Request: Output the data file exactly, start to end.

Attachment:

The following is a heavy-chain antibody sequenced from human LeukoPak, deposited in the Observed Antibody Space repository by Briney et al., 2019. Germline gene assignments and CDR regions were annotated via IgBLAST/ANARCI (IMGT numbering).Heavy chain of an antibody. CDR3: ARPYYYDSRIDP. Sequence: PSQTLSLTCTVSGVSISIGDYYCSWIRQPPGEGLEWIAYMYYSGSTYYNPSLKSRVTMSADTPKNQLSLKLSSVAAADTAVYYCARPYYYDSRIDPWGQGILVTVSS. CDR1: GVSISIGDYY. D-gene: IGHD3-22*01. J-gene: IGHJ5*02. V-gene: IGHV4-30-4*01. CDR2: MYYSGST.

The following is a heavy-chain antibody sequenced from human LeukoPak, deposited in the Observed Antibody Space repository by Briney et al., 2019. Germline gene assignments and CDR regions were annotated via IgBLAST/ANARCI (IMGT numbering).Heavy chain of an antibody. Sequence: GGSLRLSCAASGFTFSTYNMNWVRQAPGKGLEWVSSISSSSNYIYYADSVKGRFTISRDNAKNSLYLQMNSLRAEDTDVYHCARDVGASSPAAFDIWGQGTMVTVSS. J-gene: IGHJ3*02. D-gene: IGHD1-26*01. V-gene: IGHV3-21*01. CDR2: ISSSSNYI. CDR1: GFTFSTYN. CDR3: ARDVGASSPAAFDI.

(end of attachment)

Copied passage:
The following is a heavy-chain antibody sequenced from human LeukoPak, deposited in the Observed Antibody Space repository by Briney et al., 2019. Germline gene assignments and CDR regions were annotated via IgBLAST/ANARCI (IMGT numbering).Heavy chain of an antibody. CDR3: ARPYYYDSRIDP. Sequence: PSQTLSLTCTVSGVSISIGDYYCSWIRQPPGEGLEWIAYMYYSGSTYYNPSLKSRVTMSADTPKNQLSLKLSSVAAADTAVYYCARPYYYDSRIDPWGQGILVTVSS. CDR1: GVSISIGDYY. D-gene: IGHD3-22*01. J-gene: IGHJ5*02. V-gene: IGHV4-30-4*01. CDR2: MYYSGST.

The following is a heavy-chain antibody sequenced from human LeukoPak, deposited in the Observed Antibody Space repository by Briney et al., 2019. Germline gene assignments and CDR regions were annotated via IgBLAST/ANARCI (IMGT numbering).Heavy chain of an antibody. Sequence: GGSLRLSCAASGFTFSTYNMNWVRQAPGKGLEWVSSISSSSNYIYYADSVKGRFTISRDNAKNSLYLQMNSLRAEDTDVYHCARDVGASSPAAFDIWGQGTMVTVSS. J-gene: IGHJ3*02. D-gene: IGHD1-26*01. V-gene: IGHV3-21*01. CDR2: ISSSSNYI. CDR1: GFTFSTYN. CDR3: ARDVGASSPAAFDI.